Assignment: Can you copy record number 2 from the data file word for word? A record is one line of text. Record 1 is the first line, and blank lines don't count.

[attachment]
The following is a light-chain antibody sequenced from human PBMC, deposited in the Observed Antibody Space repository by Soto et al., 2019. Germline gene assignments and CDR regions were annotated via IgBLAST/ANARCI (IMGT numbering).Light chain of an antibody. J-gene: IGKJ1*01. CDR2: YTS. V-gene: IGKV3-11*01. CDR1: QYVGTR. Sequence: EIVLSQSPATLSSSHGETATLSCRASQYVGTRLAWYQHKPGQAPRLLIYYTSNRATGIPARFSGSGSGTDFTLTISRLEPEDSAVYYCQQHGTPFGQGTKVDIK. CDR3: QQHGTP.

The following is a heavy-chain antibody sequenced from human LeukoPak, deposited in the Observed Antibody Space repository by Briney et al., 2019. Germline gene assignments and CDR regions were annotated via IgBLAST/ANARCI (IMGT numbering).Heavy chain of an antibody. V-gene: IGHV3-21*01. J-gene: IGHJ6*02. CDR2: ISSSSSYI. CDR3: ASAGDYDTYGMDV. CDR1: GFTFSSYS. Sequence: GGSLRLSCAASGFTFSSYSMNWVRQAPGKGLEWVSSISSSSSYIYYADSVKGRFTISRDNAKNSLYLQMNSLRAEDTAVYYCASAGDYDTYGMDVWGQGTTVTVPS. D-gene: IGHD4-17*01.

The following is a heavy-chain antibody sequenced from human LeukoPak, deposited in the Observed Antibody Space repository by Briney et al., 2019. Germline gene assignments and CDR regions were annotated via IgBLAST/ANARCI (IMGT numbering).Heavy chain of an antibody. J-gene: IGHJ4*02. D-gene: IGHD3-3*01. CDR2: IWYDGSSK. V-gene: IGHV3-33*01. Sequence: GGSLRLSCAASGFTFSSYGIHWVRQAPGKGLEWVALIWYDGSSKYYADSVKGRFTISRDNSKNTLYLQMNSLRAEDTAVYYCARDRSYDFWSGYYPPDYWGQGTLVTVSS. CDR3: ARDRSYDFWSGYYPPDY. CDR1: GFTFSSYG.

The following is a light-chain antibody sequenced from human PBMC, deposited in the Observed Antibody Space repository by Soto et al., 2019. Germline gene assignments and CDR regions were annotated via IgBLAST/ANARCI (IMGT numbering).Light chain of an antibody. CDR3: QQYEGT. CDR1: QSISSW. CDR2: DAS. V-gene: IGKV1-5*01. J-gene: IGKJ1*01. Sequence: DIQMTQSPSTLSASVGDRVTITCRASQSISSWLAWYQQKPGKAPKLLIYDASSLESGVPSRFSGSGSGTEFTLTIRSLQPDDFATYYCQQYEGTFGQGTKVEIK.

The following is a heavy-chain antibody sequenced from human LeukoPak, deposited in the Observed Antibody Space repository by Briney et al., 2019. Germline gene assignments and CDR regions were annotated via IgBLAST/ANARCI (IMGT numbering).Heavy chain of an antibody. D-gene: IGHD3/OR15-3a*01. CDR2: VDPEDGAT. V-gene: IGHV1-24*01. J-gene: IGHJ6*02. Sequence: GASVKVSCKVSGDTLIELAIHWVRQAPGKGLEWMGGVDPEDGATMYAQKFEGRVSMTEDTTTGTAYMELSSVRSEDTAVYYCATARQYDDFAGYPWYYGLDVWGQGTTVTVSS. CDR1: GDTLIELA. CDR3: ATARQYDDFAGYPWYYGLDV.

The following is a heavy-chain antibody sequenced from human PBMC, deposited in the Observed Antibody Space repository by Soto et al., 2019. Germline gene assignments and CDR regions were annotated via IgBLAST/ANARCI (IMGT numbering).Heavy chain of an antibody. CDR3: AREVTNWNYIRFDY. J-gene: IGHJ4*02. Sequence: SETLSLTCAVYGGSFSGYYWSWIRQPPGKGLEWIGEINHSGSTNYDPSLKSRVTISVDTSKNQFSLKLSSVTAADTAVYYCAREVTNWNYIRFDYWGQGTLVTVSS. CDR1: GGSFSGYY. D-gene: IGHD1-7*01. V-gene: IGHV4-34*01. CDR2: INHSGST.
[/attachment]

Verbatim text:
The following is a heavy-chain antibody sequenced from human LeukoPak, deposited in the Observed Antibody Space repository by Briney et al., 2019. Germline gene assignments and CDR regions were annotated via IgBLAST/ANARCI (IMGT numbering).Heavy chain of an antibody. V-gene: IGHV3-21*01. J-gene: IGHJ6*02. CDR2: ISSSSSYI. CDR3: ASAGDYDTYGMDV. CDR1: GFTFSSYS. Sequence: GGSLRLSCAASGFTFSSYSMNWVRQAPGKGLEWVSSISSSSSYIYYADSVKGRFTISRDNAKNSLYLQMNSLRAEDTAVYYCASAGDYDTYGMDVWGQGTTVTVPS. D-gene: IGHD4-17*01.